Covid Blitz: Sawbridgeworth photographer Mark Edwards documents bizarre chapter in history
A photographer from Sawbridgeworth is capturing familiar yet unsettling local landscapes in a bid to illustrate the “alien atmosphere” the coronavirus crisis has spawned.
Mark Edwards, who lives in School Lane, off Cambridge Road, with his partner Lorna Catt, plans to take 20 images in a photo series which he is calling The Covid Blitz.
The 60-year-old father of three explained: “I was thinking about what we’re going through now with Covid and I thought it really is historic. I thought I’d like to create a series of images that conveys what it’s like – that slightly surreal feeling.”
In January, Mark set about creating an image that summarised how he felt while he was out and about during the grip of the pandemic.
“It’s quite strange, quite surreal. And talking to people, I realised how much it had affected everybody’s lives,” he said.
He took a photo in Sawbridgeworth’s Bell Street which shows a masked man making his way along the middle of the road one evening, with a couple of other figures silhouetted in the misty distance.
While Mark was taking his pictures that evening, it sparked interest from onlookers, so he published his photo on the Sawbridgeworth Facebook page and social media site NextDoor.
“I got lots of responses,” he said. “People were saying, ‘Yeah, that’s exactly how I feel. It’s a little bit eerie. It’s a little bit scary’. That’s conveying how I feel about it too.”
While Mark was shooting in Bishop’s Stortford at Northern Parkland, looking towards St Michael’s Mead, for another image – a composite made up of 40 shots – he had the idea for the series.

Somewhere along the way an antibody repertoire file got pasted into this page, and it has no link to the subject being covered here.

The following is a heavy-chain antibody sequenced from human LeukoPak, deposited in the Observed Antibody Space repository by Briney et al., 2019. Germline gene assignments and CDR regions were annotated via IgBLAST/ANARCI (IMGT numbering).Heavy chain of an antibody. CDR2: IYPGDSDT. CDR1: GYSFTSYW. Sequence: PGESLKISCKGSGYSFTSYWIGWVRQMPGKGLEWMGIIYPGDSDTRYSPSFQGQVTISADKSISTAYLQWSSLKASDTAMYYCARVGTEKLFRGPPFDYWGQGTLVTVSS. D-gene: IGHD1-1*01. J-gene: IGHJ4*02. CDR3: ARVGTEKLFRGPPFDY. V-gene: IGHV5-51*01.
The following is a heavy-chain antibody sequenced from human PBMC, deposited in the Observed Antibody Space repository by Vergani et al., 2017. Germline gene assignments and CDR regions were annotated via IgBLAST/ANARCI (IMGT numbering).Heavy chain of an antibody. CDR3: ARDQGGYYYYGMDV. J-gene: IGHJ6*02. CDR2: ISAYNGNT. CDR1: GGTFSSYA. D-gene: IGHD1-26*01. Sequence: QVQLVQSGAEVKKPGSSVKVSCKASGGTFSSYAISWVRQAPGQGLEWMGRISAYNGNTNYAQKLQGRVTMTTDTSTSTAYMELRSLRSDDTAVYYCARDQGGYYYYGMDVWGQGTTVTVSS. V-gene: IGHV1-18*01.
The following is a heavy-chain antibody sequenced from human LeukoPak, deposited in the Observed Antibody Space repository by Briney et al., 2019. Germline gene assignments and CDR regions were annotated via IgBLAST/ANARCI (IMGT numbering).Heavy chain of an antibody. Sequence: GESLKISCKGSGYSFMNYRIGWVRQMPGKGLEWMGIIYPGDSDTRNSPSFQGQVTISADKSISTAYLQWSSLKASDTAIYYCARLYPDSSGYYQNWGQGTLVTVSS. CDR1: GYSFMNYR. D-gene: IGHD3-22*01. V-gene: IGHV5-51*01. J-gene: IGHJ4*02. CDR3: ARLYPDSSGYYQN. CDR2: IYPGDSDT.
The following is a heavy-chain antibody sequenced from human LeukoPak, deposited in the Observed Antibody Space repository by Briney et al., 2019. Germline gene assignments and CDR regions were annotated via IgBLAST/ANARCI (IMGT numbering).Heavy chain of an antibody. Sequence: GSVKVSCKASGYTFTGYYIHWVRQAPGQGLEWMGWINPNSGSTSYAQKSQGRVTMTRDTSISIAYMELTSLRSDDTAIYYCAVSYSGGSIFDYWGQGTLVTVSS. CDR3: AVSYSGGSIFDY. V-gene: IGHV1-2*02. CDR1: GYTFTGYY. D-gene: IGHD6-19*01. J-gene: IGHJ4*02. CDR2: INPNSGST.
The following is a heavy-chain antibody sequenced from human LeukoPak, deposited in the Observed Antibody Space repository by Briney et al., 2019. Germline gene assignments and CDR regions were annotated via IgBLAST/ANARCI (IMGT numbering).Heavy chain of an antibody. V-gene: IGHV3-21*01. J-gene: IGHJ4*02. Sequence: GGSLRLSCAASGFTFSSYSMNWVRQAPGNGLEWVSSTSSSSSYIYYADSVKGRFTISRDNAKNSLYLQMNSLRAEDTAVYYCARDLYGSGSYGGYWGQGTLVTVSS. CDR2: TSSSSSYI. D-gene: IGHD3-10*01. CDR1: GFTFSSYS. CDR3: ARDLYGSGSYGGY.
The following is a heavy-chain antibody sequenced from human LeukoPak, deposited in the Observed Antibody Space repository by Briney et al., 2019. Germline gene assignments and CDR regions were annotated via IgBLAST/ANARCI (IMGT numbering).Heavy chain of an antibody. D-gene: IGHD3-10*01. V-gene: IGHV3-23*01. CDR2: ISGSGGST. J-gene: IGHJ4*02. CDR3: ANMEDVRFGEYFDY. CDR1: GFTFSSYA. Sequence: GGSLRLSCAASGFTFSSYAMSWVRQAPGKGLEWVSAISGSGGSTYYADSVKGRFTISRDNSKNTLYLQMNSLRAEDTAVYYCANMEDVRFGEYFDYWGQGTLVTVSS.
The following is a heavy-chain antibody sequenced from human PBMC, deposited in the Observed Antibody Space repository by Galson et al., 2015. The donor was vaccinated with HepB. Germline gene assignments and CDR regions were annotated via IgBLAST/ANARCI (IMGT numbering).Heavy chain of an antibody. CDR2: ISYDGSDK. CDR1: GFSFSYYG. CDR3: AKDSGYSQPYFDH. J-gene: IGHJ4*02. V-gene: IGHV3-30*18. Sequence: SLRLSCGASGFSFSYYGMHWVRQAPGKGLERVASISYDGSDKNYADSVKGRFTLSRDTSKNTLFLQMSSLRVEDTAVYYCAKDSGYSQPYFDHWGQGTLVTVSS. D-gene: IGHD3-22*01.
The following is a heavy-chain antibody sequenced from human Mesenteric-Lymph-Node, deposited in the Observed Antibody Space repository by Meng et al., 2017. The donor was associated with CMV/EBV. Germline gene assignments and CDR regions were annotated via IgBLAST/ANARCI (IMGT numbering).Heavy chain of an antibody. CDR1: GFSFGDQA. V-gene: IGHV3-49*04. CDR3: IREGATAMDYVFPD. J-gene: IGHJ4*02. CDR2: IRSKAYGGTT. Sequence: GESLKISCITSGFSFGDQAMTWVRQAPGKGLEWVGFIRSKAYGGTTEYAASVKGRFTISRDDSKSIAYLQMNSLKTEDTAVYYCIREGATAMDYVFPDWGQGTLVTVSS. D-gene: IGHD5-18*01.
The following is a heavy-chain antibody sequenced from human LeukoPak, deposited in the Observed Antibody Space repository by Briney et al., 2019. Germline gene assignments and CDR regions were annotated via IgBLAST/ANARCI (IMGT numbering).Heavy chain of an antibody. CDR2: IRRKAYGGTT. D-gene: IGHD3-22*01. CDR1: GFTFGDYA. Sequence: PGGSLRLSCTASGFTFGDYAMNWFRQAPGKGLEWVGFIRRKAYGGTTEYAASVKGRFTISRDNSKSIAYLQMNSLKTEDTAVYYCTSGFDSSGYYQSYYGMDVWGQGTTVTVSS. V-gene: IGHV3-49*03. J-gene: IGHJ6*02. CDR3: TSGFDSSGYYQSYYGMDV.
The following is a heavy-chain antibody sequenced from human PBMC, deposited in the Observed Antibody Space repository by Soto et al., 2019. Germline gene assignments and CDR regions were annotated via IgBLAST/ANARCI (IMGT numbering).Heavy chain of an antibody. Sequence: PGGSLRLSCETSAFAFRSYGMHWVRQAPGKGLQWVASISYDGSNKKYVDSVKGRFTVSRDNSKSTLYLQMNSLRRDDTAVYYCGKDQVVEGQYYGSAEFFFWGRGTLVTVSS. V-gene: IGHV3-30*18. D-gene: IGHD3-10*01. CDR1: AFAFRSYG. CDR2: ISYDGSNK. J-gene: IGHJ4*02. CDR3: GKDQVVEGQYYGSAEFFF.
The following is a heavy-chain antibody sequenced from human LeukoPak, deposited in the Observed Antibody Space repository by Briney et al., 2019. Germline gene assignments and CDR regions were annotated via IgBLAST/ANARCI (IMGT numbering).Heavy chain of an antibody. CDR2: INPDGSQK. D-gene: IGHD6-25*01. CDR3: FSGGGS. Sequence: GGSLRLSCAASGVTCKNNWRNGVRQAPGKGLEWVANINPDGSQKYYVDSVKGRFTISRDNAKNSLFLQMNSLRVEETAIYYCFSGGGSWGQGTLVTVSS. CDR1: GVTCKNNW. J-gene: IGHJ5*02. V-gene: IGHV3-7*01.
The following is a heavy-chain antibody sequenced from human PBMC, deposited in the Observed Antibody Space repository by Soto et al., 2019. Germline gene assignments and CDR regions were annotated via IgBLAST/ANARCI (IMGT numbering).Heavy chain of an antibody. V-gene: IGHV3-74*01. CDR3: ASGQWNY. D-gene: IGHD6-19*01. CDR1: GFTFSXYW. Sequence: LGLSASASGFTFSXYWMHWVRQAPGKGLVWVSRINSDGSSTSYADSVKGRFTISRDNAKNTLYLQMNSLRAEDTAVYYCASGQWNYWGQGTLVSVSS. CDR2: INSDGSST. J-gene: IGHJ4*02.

“The second image was me coming up with the thought that it’s a little bit like the Blitz in London [during the Second World War] when people were restricted in their movement and they all had to turn lights out,” he said.
“People still talk about it now and the effect that it had, but there were fewer lives lost in both wars – among civilians – than there have been with Covid.
“With this, the streets are empty, especially during the evening when I go out, and it’s quite strange to see. So that image was about the emptiness of that, but this time the lights are shining.”
To achieve his striking pictures, Mark has adopted a cinematic-style aspect ratio – the dimensions of a picture’s width to its depth – of 16:9. “I’m applying a cinematic look to these images which helps to make the familiar less familiar,” he said.
Mark trained for four years at Southend Technical School of Art and Design to be a professional photographer. Afterwards, he worked in advertising photography for a while, but no longer takes photos for a living. He is a director of two businesses: Boss Equity, which sells software companies, and Outsmart, which “orchestrates strategic positioning and communication” for companies.
He still pursues photography as a creative outlet and, before he moved to Sawbridgeworth, was a founder member of Great Notley Photography Club. He and Lorna are also involved in amateur dramatics as members of Much Hadham Drama Group and Bishop’s Stortford’s Water Lane Theatre Company.
Mark hopes his Covid Blitz series will help him to achieve a fellowship distinction with the Royal Photographic Society.
He has 18 more pictures to create. “I want to include some people in these,” he said. “The problem is I can’t travel, so it has to be within my local neighbourhood.”
Mark is hoping fellow Sawbridgeworth residents will be happy to be pictured, possibly from their doorsteps or looking out of their windows.
Anyone who would like to appear in Mark’s Covid Blitz series can email him at firstname.lastname@example.org.